Personal data is any information related to private, professional or public life of an individual. It includes name, home address, photo, email, phone, bank details, work address, posts on social networking websites and medical information. Under certain circumstances, it also include IP address or mobile device Id, which could be used to identify a person.

What is personally identifiable information?

The GDPR’s definition of personal data means any information relating to an identified or identifiable natural person by reference to an identifier such as a name, an identification number, location number, an online identifier or to one or more factors specific to the physical, physiological, genetic, mental, economic, cultural or social identity of that natural person. It also includes personal data that is encrypted or hashed and that could be used to identify a person.

GDPR Self-assessment Checklist

If you are running a business which processes personal data of EU residents, you need to comply with GDPR regulations.

Self-assessment Checklist

You can refer to the self-assessment checklist above prepared by Information Commissioner’s Office, UK that is designed to help you, as a business, assess your high level compliance with data protection legislation. Includes the rights of individuals, handling requests for personal data, consent, data breaches, and data protection impact assessments under the General Data Protection Regulations.

What is GDPR ICO?

Information Commissioner’s Office (ICO) is the UK’s independent authority set up to uphold information rights in the public interest, promoting openness by public bodies and data privacy for individuals. As well as carrying out duties in the UK, the ICO also co-operates with international data protection authorities, including the European Commission. Click here to visit ICO website to learn more.

What is a DPO?

Data Controller Officer (DPO) is a person responsible for monitoring internal compliance within an organization with the GDPR regulations. He should have expert knowledge about data protection laws and practices. Any organization that is processing personal data of EU residents is required to employ a DPO.

When did GDPR came into force?

The GDPR was approved by the EU Parliament on 14th April 2016 and became effective from 25th May 2018.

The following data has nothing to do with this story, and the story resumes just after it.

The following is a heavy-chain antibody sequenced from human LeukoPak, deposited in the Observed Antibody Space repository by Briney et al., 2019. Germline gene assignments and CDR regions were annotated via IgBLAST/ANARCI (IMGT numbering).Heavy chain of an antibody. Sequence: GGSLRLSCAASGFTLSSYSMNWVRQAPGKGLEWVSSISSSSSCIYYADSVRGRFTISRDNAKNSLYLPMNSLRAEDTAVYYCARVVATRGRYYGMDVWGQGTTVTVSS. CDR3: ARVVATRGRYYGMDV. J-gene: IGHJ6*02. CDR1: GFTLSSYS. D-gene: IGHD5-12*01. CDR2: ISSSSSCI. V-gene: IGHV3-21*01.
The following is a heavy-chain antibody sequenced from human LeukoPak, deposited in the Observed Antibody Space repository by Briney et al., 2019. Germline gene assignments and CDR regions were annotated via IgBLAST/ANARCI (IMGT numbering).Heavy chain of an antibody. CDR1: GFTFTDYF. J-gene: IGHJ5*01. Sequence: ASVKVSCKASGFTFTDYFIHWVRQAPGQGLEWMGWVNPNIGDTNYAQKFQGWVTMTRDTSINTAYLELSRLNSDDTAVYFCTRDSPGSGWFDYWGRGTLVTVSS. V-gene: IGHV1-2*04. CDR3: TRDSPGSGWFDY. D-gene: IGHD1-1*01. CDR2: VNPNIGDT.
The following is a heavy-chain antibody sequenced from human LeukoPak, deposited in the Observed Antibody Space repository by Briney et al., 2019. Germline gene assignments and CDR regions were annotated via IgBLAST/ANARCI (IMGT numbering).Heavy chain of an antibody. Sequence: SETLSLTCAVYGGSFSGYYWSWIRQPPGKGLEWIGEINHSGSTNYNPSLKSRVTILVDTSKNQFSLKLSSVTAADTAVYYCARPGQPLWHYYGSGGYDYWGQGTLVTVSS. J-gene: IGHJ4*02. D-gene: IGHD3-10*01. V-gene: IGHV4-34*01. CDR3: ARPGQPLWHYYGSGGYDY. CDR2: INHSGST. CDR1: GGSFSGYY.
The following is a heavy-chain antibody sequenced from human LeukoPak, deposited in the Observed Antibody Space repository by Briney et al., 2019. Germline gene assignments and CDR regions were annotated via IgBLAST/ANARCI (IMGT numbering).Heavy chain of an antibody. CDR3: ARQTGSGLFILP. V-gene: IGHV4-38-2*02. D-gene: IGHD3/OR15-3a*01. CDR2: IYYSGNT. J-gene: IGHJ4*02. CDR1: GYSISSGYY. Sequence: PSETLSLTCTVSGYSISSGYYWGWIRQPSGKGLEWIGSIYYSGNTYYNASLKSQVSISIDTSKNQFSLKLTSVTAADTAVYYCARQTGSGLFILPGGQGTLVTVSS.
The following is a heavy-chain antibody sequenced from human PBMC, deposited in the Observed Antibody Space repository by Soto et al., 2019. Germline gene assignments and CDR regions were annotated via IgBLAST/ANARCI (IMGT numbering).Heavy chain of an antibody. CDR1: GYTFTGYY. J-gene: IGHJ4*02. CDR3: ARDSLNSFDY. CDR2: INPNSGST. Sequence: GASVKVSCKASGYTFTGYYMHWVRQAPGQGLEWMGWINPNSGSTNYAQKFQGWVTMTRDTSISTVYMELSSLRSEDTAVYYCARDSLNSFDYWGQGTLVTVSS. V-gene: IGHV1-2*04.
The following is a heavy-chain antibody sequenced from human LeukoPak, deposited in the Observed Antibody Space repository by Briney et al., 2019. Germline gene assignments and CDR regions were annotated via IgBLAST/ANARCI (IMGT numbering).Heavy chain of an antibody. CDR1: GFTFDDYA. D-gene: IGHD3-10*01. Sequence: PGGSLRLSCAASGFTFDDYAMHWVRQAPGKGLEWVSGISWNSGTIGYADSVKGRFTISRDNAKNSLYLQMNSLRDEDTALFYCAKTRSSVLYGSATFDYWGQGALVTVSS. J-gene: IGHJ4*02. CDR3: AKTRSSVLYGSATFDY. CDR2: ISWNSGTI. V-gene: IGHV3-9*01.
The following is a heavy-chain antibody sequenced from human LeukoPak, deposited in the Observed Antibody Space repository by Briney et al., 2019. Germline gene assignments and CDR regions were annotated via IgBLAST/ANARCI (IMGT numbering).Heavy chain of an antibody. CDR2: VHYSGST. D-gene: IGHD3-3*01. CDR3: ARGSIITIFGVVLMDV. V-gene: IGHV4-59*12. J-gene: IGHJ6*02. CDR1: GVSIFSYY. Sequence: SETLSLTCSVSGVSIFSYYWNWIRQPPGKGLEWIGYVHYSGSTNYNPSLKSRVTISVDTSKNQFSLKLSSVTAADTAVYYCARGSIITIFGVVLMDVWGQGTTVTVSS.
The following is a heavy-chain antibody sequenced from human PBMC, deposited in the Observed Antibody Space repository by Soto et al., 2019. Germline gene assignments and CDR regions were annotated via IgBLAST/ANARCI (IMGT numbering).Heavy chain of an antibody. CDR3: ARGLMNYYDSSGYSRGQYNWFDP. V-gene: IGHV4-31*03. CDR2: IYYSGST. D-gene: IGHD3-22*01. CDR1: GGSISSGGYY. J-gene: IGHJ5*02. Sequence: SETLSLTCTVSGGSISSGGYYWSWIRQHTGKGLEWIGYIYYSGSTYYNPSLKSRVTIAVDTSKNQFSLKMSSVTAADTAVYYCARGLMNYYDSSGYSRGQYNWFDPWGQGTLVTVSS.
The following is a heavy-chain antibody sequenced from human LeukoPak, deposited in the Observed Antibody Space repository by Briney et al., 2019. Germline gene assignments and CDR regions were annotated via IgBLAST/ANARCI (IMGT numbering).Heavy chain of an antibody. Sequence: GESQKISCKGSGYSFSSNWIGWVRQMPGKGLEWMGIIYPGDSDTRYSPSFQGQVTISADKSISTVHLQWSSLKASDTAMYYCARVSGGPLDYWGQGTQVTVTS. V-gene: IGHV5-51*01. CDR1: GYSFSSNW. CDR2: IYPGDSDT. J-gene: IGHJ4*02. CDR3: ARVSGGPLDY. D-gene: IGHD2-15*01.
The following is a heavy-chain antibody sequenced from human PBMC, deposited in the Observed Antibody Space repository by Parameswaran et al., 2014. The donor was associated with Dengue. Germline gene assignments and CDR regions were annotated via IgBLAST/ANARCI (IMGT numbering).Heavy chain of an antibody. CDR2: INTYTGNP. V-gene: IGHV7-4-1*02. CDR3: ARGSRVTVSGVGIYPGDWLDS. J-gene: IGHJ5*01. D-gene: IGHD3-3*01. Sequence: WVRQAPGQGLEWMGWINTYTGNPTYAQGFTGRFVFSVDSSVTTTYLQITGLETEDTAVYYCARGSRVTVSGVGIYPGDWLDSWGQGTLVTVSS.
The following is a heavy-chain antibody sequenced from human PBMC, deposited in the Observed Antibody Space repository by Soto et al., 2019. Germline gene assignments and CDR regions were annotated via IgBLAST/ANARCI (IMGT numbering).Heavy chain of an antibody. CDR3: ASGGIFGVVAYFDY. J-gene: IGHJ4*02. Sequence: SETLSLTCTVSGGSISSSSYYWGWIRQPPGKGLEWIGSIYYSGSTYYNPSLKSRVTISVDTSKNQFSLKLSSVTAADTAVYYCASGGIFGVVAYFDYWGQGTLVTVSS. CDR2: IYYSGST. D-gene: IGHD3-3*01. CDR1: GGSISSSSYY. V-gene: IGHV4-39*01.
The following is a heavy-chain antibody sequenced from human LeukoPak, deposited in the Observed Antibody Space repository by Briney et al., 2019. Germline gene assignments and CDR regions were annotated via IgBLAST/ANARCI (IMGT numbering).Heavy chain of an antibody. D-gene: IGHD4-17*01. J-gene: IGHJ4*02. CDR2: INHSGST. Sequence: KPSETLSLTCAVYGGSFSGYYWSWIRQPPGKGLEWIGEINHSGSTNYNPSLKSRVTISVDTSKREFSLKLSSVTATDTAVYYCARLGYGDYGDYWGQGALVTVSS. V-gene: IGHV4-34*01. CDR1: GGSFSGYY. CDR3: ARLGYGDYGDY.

Why protecting customer data is important?

Any information that your business stores digitally needs to be properly protected not only as a legal necessity but also to protect and maintain your business itself.

Without appropriate technical and organisational data protection measures, cybercriminals can hack into your system to steal banking, addresses and contact information of your customers. Such a security breach might be costly to your business. You may lose customers’ trust and, in turn, businesses from them. In addition, customers affected by a security breach can sue your business and demand compensations.

You may also leave yourself open for fines for violating data protection. Under GDPR, there are heavy fines for violations.  Businesses violating GDPR may face a fine of €20 million or up to 4% of the annual worldwide turnover of the preceding financial year, whichever is greater.

Hence, you should upgrade your business model with data protection by design and by default perspective. You would be able to improve customer satisfaction, build trust and even avoid the cost of legal actions.

Is your business GDPR compliant?

Do you want to ensure that your user data collection and processing comply with the GDPR regulations?

We can help you draft GDPR compliant privacy policy, terms of use and audit your data collection and processing processes to ensure that your business comply with the GDPR regulation.

Click here to reach-out to us.